Contrary to popular belief, the 2016 Indonesian Patent Law has not categorically shut the door to all forms of second medical use claims. Second medical use in certain forms is still allowed. Our note below discusses how to get such claims through; and the enforcement of Swiss-type claims.
In Indonesia, second medical claims were accepted under the 2001 Patent Law by the patent Office by couching the claims in the form of Swiss-type claims. This was until 2016 when the new Patent Law was enacted. One rationale for the change in 2016 to exclude such medical use claims was to support the local generic industry.
The onset of the Covid-19 pandemic caused some rethink on this position with the realisation that second medical uses are usually discovered and proven efficacious following significant investment, and the outcome can be uncertain. This is the argument for the importance of remunerating the developers in research and clinical trial. The media spotlight on many attempts to repurpose existing drugs was useful in demonstrating this point. The fact that many attempts failed to underscore the highly uncertain nature of discovery and trialling existing drugs for new purposes.
Informal discussion with the Patent Office indicates that they are considering removing the bar to patenting second medical use in the next round of patent law revision although there is no clear indication when the patent law will be amended again.
However, informal discussion and presentation materials shared indicated that the patent law provision does not specifically exclude medical use claims format that is in the form of - product for use. Informally, the Indonesian Patent Office seems to be applying Article 54(4)/(5) of the EPC; however, the practice at the Indonesian Patent Office may not necessarily be consistent.
A grant of the same patent family by the EPO with a product-for-use claim is likely to be useful and the basis for requesting for grant of the same Indonesian patent family.
Most patent grants in Indonesia are issued on basis of corresponding grants in another country provided that the Indonesian grants are amended to conform with the overseas patents.
Enforcing Swiss-type claim
Indonesia is ripe for the generics market. There are over 200 generic manufacturers in Indonesia.
The patent applications (with Swiss-type claims) filed before 2016 were granted and many of these continue to be in force despite the 2016 law revision. Swiss-type claim prefaces with "the manufacture of drug X..". It is, therefore, doubtful if the claim can be enforced against participants in the value chain other than manufacturers. Further, enforcement against hospitals is not a good public relations exercise.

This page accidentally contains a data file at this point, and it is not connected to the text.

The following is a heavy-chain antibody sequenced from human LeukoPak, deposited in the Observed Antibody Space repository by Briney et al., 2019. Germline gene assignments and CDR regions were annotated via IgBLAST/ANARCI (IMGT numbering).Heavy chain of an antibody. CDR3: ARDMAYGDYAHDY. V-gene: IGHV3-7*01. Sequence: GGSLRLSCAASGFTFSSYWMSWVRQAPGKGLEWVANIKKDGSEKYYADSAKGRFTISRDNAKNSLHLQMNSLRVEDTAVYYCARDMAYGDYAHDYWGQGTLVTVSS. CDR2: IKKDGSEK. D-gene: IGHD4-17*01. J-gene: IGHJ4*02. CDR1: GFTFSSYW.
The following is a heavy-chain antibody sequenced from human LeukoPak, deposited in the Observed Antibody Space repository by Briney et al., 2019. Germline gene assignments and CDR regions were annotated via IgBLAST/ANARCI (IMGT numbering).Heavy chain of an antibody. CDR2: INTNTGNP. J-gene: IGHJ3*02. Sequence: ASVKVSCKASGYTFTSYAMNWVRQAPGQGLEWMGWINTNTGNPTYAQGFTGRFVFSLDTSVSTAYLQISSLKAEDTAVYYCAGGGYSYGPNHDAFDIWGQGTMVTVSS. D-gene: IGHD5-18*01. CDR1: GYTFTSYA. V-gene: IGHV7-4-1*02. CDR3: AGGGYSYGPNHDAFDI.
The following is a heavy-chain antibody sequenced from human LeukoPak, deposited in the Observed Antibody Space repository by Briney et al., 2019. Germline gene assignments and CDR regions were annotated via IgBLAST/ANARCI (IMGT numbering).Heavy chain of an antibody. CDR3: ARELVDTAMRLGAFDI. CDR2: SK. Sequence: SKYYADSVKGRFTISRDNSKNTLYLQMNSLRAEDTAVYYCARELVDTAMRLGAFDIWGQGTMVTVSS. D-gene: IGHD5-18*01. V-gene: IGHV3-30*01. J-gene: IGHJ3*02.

As discussed in the previous section, Swiss-type style claims might be replaced by EPC-style products for use claims.
Proving infringement against manufacturers will require proof that the drug is for "treatment of disease y".
In Indonesia, the key evidence of infringement is the indication of the drug.
Skinny labels for generics may not be possible in Indonesia because generic drug manufacturers typically need to rely on the originator drug's prior marketing approval by submitting a dossier on bioequivalence (for certain copy drugs) to the originator drug. In such cases, the indication will have to be identical to that of the originator drug's indication. The indication for the copy or generic drug would be an important source of proof that the drug is meant for the treatment protected in the medical use claim.
It is therefore important to have the indication of the originator drug track important elements of the claim as far as possible e.g treatment, dosage and quantity of active ingredient. Indication with more of such elements strengthens the proof towards a finding of infringement.
The presence of such elements makes it easier to prove that the drug is intended for the same treatment claimed in the patent.
Unlike in other countries, it is probably difficult to use survey evidence from doctor interviews on the purpose of prescribing such drugs. Doctors in government hospitals are not likely to be willing to participate in such surveys. It is open to the generic manufacturer to argue that survey evidence alone is unreliable in proving the purpose of the drug.
As such, it is important to carefully consider the framing of the indication when seeking marketing approval for the originator drug. This is with the view of strengthening subsequent enforcement action.
For the position in Vietnam, please see this article by Rouse Vietnam